Solar, Wind, Nuclear Lead Connecticut Energy Auction

The state of Connecticut wants to clean up its electrical energy act by getting its power from sources that do not add more carbon emissions to the atmosphere. During the past six months, it received over 100 bids and has selected 12 finalists. Nine of the winners are from solar power plant operators — 3 in Connecticut and 6 from outside the state. Two of the solar power bids include battery storage.

A proposal for 100 MW of wind energy from Ørsted US Offshore Wind also got approval. The company was previously awarded a contract for 200 MW of offshore wind in June. “Offshore wind is fast becoming a centerpiece of Connecticut’s renewable energy future,” said Jeffrey Grybowski, who is co-chief executive of Ørsted. The last two winning bids came from nuclear power plants — Millstone in Connecticut and Seabrook in New Hampshire.

Connecticut Governor Dannel Malloy and Rob Klee, the head of the state’s Department of Energy and Environmental Protection, emphasized the zero carbon nature of all the successful bidders, saying the choices will help limit climate change. “Make no mistake, we are facing a climate crisis with the future of the planet is at stake,” Malloy told the press. “Should we fail to do so, we will fail to prevent the catastrophic outcomes that will result from climate change.”

Is nuclear power renewable? No. Is it zero carbon? Yes, if you choose to ignore the emissions that go into building any nuclear power facility, which needs gigatons of concrete to protect the citizenry from catastrophe in the event of a meltdown. The inclusion of power from the two nuclear facilities came as a surprise to many environmentalists but Klee defended the selection by saying using nuclear power now will give the state more time to add more wind and solar power in the future.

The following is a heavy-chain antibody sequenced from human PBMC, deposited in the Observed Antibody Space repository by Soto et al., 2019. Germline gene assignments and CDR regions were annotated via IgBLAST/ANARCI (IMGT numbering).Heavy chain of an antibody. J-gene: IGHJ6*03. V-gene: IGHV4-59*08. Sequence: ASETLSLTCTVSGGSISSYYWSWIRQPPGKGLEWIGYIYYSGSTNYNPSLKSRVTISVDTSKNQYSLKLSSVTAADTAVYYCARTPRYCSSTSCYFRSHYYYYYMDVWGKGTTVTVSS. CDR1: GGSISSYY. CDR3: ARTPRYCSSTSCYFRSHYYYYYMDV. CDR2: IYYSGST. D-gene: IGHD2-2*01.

“We remain committed to keeping this valuable zero carbon resource, provided that it is affordable, as we work toward long-term replacement through smart investments in offshore wind and solar paired with grid-scale storage,” he said.

Claire Coleman, a climate and energy attorney with Connecticut Fund for the Environment, said her organization is “still very concerned that as a whole, these RFP choices don’t put Connecticut on the road to a clean energy economy. The future is off-shore wind, solar, geothermal, and smart strategies for efficiency and energy storage, but the small investments in these newer resources compared to the heavy investment in nuclear largely don’t reflect that,” she said.

Joel Gordes, an energy industry consultant, said selecting Millstone as one of the winning bidders amounts to a subsidization of the aging nuclear plant. “The older these plants get, the more expensive they will become to maintain.” He suggested the Dominion Energy, which owns the Millstone facility, will be back asking to renegotiate its contract in the future, claiming its costs have gone up.

Dominion has engaged in a long and so far successful campaign to keep the Millstone plant in operation. One of its arguments to state legislators and officials is that it needs new contracts to avoid closing the facility, which would put 1,500 Connecticut residents out of work. The new contract is for half of its 2,100 MW capacity over 10 years.

Seabrook’s owner has been warning for year it may be forced to shutter the plant. It submitted a bid of just 3.3 cents per kWh, a price that was just too good for Connecticut officials to ignore. The inclusion of the two nuclear energy bids may give some people indigestion but at least there are no new coal or gas fired generating stations included in Connecticut’s future energy mix. Give thanks for small favors.